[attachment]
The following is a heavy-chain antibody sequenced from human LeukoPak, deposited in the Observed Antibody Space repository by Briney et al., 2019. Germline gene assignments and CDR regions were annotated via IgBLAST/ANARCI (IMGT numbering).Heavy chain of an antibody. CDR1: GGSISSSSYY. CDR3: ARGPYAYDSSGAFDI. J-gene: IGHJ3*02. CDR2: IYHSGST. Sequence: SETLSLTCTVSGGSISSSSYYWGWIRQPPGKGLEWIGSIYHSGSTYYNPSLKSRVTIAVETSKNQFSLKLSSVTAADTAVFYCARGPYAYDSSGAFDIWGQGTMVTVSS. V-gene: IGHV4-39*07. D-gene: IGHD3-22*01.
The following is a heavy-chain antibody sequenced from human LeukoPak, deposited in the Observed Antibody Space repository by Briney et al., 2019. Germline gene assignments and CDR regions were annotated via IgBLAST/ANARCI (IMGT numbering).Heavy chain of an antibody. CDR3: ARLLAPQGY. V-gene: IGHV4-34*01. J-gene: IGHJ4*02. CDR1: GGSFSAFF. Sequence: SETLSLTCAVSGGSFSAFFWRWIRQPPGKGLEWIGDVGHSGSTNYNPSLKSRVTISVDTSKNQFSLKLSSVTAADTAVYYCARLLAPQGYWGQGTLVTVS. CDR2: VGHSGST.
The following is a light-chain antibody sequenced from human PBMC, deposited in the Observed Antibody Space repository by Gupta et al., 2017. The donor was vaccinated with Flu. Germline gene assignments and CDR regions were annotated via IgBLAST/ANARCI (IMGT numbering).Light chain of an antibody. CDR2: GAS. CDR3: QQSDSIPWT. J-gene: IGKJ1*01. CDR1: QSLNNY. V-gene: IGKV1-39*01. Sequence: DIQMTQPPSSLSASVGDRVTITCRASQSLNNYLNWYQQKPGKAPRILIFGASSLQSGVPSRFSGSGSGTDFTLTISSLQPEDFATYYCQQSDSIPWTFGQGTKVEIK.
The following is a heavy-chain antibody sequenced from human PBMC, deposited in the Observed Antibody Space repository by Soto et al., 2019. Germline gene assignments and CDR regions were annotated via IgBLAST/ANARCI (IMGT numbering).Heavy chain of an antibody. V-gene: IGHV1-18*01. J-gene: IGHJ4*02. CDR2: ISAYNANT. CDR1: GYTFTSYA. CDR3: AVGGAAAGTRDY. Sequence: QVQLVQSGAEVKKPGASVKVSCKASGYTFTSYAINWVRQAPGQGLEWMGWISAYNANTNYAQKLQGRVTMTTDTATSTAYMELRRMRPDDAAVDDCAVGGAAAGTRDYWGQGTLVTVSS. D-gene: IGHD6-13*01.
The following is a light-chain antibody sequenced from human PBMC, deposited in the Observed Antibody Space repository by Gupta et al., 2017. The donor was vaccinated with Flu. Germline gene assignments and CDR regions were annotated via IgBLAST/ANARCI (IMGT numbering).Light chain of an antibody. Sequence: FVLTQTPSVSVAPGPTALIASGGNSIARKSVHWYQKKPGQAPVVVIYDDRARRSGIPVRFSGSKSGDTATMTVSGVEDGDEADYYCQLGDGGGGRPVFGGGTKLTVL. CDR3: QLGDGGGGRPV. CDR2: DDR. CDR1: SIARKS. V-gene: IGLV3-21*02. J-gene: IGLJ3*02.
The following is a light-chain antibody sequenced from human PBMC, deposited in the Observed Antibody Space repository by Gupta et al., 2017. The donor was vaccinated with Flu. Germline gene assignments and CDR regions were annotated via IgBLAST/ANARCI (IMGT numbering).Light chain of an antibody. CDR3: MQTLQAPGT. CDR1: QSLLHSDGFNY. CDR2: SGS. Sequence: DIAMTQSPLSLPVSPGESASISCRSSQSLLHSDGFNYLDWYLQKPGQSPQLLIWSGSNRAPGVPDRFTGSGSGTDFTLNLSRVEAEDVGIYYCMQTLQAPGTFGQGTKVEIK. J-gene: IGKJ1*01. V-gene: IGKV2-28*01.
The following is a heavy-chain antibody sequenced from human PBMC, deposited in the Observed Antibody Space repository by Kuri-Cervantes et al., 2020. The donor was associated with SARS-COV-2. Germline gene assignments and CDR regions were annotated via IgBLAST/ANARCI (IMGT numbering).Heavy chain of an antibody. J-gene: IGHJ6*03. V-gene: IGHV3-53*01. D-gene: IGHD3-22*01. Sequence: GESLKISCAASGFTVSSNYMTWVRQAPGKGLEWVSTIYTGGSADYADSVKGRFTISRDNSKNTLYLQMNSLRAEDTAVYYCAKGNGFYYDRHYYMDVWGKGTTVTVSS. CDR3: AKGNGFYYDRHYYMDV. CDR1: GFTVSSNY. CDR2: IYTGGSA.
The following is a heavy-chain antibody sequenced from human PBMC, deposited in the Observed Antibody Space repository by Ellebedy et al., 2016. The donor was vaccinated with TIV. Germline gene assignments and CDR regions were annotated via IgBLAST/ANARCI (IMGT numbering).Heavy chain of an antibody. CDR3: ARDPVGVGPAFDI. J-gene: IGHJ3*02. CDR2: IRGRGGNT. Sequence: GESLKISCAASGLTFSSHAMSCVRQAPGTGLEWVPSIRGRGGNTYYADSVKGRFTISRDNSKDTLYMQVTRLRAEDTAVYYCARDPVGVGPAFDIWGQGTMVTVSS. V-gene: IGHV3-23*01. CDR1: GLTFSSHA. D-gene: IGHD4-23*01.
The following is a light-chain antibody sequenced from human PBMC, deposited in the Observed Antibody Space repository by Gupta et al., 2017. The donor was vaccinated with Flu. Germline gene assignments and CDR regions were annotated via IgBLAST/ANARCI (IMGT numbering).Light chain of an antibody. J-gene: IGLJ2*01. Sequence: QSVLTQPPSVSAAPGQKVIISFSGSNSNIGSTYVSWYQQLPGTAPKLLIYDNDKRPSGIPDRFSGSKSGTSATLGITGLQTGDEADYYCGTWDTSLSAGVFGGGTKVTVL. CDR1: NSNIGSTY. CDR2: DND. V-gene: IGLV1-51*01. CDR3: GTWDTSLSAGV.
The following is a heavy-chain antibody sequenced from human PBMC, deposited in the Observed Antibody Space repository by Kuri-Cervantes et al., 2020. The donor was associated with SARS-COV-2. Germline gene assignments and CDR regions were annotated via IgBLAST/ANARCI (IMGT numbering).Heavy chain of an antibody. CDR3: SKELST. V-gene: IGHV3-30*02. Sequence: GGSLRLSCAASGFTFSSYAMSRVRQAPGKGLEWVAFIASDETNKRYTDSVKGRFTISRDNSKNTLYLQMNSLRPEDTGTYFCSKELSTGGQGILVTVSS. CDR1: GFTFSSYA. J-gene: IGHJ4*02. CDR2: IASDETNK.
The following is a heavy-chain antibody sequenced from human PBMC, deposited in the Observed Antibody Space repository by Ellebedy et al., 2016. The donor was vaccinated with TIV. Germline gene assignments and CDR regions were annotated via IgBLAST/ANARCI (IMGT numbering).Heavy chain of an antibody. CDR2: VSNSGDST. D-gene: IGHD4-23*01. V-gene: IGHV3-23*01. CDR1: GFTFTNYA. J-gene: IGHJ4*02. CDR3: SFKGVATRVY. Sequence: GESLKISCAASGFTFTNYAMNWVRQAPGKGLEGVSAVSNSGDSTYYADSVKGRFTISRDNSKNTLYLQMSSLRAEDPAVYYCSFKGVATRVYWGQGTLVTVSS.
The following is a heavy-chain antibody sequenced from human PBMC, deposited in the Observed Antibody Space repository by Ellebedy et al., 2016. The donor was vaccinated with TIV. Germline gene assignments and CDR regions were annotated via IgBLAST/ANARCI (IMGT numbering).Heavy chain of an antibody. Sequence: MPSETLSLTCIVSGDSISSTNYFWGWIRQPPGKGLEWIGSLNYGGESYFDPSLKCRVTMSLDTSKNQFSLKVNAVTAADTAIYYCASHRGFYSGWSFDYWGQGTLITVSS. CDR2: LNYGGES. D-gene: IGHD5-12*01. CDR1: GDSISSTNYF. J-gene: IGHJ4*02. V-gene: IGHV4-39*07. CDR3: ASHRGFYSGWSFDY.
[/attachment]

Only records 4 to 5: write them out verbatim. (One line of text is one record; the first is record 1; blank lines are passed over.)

The following is a heavy-chain antibody sequenced from human PBMC, deposited in the Observed Antibody Space repository by Soto et al., 2019. Germline gene assignments and CDR regions were annotated via IgBLAST/ANARCI (IMGT numbering).Heavy chain of an antibody. V-gene: IGHV1-18*01. J-gene: IGHJ4*02. CDR2: ISAYNANT. CDR1: GYTFTSYA. CDR3: AVGGAAAGTRDY. Sequence: QVQLVQSGAEVKKPGASVKVSCKASGYTFTSYAINWVRQAPGQGLEWMGWISAYNANTNYAQKLQGRVTMTTDTATSTAYMELRRMRPDDAAVDDCAVGGAAAGTRDYWGQGTLVTVSS. D-gene: IGHD6-13*01.
The following is a light-chain antibody sequenced from human PBMC, deposited in the Observed Antibody Space repository by Gupta et al., 2017. The donor was vaccinated with Flu. Germline gene assignments and CDR regions were annotated via IgBLAST/ANARCI (IMGT numbering).Light chain of an antibody. Sequence: FVLTQTPSVSVAPGPTALIASGGNSIARKSVHWYQKKPGQAPVVVIYDDRARRSGIPVRFSGSKSGDTATMTVSGVEDGDEADYYCQLGDGGGGRPVFGGGTKLTVL. CDR3: QLGDGGGGRPV. CDR2: DDR. CDR1: SIARKS. V-gene: IGLV3-21*02. J-gene: IGLJ3*02.